Milton Gayle obituary

Other Lives: Tennis coach who devoted himself to bringing the game to children in inner London

My friend Milton Gayle, who has died of cancer aged 68, was a much-loved tennis coach in south London.

Born in Kingston, Jamaica, as a young teenager he had been unable to play the game in any formal sense, and the closest he got to a proper court was as a ballboy in a local “whites only” tennis club. But he was given a Fred Perry tennis racket by a visiting player and his passion for the game was ignited. When he came to London aged 15 in 1967, joining his parents, brothers and sisters, further racial and financial barriers confined him to playing tennis against a wall for the next 10 years.

At the age of 25, however, he decided to go into coaching, and attained the highest Lawn Tennis Association qualification. Although he could have played to a high standard at that age, he set his sights on teaching others “because I didn’t want another child from my community to go through what I went through”.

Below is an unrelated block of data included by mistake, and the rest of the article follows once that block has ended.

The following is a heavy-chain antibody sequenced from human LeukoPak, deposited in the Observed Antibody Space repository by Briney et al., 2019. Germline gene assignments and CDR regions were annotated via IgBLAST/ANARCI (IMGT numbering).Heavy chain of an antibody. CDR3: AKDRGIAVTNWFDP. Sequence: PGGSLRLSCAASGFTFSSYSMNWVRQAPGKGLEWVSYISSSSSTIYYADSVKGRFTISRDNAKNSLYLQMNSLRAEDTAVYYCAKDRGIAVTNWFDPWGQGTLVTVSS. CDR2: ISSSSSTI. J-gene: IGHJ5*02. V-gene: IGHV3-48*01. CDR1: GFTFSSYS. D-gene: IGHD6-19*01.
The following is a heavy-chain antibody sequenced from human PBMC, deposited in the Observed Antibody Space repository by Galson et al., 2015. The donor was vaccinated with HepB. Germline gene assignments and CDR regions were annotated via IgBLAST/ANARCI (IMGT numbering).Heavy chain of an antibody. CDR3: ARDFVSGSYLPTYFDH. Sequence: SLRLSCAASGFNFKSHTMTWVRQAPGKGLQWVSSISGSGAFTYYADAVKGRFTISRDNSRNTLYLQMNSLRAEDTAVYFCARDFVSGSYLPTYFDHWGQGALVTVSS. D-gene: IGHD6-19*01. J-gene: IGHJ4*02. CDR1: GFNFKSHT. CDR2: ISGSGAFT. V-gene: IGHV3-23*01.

Thereafter Milton did everything he could to bring tennis to his community in Southwark, starting coaching sessions in the 1970s at Burgess Park in Camberwell with rundown facilities, often with up to 30 youngsters on a single court. I got to know him when he taught my son for a few years, and I found him to be a beautiful and inspiring man.

His ceaseless efforts over many years were rewarded in 2004 when the local council funded the redevelopment of the Southwark City Tennis Club in Burgess Park, which has provided a base for children from underprivileged backgrounds to pursue tennis competitively – with some players gaining American university tennis scholarships and others playing at national and international level.

For his work, Milton was recognised as Most Deserving Unsung Tennis Hero at the ATP World Tour Finals event at the O2 Arena in 2012, and was awarded the freedom of Camberwell in 2013. Despite the official recognition, he remained extremely disparaging of the LTA’s lack of support for tennis in non-traditional areas. His personality and his great energy will be missed by so many, but he leaves behind an incredible legacy.

He is survived by his daughters, Becky, Debbie and Mia, and three granddaughters.

Rosie Barnes

The GuardianTramp

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